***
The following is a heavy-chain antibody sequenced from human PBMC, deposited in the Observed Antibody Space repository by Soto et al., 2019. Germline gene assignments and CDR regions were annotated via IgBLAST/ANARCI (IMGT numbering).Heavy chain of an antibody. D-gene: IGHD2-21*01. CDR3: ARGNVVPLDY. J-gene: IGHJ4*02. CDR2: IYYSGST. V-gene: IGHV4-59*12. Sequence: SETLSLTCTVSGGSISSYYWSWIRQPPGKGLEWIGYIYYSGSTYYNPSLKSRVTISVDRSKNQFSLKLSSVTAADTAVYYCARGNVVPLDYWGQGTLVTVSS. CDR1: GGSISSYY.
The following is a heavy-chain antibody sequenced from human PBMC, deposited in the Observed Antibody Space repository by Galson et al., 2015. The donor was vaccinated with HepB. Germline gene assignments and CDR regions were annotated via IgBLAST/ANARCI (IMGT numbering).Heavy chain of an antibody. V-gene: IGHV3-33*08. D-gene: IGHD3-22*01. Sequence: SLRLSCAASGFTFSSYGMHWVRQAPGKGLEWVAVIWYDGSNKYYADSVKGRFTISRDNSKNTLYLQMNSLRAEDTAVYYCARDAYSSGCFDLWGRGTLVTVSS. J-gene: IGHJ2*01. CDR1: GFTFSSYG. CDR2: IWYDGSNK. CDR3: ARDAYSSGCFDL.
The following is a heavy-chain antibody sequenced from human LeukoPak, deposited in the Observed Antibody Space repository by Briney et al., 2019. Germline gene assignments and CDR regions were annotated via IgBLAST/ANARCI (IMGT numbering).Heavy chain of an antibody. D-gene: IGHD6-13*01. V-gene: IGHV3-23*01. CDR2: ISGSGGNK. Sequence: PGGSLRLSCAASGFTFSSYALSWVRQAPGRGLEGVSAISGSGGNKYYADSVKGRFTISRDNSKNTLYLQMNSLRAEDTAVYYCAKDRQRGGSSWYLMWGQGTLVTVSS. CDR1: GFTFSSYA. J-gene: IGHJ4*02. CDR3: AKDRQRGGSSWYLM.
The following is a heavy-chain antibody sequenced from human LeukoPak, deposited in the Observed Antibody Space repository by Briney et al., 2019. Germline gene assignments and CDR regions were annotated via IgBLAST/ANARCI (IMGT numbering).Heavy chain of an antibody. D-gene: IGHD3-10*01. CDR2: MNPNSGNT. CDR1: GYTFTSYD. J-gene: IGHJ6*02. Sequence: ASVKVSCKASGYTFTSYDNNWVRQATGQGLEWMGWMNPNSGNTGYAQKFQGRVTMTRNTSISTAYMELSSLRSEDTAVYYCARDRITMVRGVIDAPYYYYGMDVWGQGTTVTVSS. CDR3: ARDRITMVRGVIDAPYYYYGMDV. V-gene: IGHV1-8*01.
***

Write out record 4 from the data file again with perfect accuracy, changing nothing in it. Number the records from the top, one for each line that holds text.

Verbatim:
The following is a heavy-chain antibody sequenced from human LeukoPak, deposited in the Observed Antibody Space repository by Briney et al., 2019. Germline gene assignments and CDR regions were annotated via IgBLAST/ANARCI (IMGT numbering).Heavy chain of an antibody. D-gene: IGHD3-10*01. CDR2: MNPNSGNT. CDR1: GYTFTSYD. J-gene: IGHJ6*02. Sequence: ASVKVSCKASGYTFTSYDNNWVRQATGQGLEWMGWMNPNSGNTGYAQKFQGRVTMTRNTSISTAYMELSSLRSEDTAVYYCARDRITMVRGVIDAPYYYYGMDVWGQGTTVTVSS. CDR3: ARDRITMVRGVIDAPYYYYGMDV. V-gene: IGHV1-8*01.